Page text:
January 17, 2020
In recent months, Netflix critics have focused on the streaming giant’s stagnate domestic subscriber growth as evidence of cracks in the Wall Street darling’s veneer.
Longtime Netflix bear Michael Pachter, with Wedbush Securities in Los Angeles, suggests the service is going to miss meeting fourth-quarter (ended Dec. 31, 2019) domestic subscriber growth projections of around 600,000. Netflix is projecting 7 million new subscribers outside the United States.
“Domestic subs guidance and overall [earnings per share] guidance may be at risk given the heavy television advertising we observed in the latter half of Q4,” Pachter wrote in a Jan. 17 note.
Netflix typically ramps up marketing efforts to drive lagging subscriptions when the number of existing subs not renewing (churn) increases.
The analyst contends marketing spending and a “solid slate” of high-profile new content released during the quarter should help dampen overall subscriber churn.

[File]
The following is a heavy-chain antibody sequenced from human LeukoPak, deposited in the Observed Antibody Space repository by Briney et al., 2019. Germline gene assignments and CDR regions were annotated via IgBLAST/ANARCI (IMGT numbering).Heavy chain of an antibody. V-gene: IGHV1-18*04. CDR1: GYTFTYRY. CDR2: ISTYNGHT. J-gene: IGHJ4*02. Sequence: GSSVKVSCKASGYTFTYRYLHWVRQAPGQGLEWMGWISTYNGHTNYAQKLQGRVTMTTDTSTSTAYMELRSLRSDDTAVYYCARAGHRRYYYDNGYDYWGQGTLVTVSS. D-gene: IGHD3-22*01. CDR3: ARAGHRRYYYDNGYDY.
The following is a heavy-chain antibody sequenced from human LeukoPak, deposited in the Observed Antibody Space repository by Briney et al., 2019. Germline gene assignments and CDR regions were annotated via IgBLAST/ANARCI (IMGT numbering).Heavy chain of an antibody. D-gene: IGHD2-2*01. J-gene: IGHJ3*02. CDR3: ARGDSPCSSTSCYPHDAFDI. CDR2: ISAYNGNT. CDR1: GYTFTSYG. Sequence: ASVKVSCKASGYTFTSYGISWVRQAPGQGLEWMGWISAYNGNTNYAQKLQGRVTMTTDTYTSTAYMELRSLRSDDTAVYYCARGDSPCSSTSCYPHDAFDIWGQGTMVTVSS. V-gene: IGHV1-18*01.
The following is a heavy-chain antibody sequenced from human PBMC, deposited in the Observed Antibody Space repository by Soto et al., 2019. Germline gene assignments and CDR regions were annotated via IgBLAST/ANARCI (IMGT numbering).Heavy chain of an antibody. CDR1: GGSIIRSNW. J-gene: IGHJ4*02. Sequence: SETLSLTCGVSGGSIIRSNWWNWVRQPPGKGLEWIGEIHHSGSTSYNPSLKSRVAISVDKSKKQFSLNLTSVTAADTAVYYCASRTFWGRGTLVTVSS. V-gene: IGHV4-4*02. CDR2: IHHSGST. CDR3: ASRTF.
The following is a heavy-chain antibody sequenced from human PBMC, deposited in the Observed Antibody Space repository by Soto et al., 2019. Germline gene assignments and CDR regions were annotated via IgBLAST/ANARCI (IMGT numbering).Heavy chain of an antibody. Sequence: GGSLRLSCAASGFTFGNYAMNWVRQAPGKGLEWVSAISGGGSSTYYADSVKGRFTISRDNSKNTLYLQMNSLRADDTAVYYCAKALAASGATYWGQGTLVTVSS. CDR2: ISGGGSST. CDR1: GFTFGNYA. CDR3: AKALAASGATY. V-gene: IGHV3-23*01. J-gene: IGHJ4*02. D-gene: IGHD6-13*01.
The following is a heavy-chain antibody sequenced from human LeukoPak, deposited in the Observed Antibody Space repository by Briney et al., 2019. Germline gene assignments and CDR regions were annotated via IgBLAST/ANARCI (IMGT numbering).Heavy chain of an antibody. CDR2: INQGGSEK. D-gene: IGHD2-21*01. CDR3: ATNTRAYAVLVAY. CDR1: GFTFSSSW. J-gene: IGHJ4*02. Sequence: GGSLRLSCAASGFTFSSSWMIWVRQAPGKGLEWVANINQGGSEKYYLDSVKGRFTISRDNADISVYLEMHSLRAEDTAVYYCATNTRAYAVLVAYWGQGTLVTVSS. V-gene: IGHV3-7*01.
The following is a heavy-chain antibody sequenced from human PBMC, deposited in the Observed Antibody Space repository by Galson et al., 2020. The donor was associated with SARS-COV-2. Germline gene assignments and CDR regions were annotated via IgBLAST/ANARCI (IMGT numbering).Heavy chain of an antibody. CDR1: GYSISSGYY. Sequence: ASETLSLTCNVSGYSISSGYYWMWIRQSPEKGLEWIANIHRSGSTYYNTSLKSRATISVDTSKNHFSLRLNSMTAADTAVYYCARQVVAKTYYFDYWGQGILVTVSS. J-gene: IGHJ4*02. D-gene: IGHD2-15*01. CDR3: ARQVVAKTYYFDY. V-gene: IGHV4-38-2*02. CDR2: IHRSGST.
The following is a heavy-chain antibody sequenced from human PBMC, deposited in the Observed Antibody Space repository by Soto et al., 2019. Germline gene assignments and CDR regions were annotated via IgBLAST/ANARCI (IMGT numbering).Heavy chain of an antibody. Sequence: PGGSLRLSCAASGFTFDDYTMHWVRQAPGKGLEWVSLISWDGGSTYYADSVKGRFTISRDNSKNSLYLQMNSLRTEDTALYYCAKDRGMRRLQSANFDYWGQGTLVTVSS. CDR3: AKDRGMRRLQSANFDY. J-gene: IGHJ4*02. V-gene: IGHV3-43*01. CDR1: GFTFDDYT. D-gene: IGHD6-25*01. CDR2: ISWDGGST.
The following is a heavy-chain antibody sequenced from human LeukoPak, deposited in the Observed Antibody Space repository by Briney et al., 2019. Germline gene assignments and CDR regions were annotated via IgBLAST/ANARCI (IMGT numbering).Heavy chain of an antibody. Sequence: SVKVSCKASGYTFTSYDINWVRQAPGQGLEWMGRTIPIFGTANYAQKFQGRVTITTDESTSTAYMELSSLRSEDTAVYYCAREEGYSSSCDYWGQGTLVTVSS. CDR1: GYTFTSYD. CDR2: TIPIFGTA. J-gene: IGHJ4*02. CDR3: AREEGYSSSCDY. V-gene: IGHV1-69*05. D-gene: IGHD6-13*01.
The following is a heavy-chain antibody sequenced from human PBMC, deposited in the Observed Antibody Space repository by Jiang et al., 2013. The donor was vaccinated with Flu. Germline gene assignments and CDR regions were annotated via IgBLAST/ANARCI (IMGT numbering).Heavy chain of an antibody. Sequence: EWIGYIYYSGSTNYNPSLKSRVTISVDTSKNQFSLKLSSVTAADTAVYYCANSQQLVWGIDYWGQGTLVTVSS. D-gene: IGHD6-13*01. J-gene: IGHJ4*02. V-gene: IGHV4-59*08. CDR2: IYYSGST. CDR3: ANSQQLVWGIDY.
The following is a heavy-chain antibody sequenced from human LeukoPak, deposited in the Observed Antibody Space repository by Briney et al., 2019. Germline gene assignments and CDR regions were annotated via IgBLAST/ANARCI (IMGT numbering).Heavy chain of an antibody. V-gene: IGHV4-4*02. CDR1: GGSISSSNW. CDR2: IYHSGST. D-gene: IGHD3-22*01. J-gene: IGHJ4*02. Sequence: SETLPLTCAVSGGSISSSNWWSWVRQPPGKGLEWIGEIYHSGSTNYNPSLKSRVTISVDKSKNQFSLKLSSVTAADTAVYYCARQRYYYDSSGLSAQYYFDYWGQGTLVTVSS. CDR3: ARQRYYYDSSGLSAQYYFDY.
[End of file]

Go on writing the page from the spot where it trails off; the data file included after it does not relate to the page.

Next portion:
“We expect international subscriber growth momentum to continue,” Pachter wrote.
Indeed, the launch of Disney+ on Nov. 12 and the impending loss of most Disney and Fox content could cost Netflix another 25% of total viewing hours, according to Pachter, who ads that content from Comcast, Fox, Disney and Warner Bros. accounted for 60% to 65% of Netflix viewing hours in 2019.
“We expect most of it ultimately to migrate away,” he wrote.
That said, the flurry of new over-the-top video platforms does not imply the imminent demise of Netflix as Pachter expects the migration of third-party content to be relatively slow due to existing licensing contracts.
While it’s a guess whether Netflix (or any distribution channel) can replace content sufficient to subscribers and viewers loyal, Pachter think it is likely Netflix will pay whatever it takes to attract high quality content, and believe its competitors will be slow to gain scale.
Separate Wall Street reports say Netflix will spend upwards of $17 billion on content in 2020 — dwarfing all competitors, including Disney+.
“We expect the status quo to be largely maintained until the end of 2021,” he wrote. “For now, Netflix provides tremendous value for its subscribers.”
Netflix reports fourth-quarter fiscal results on Jan. 21.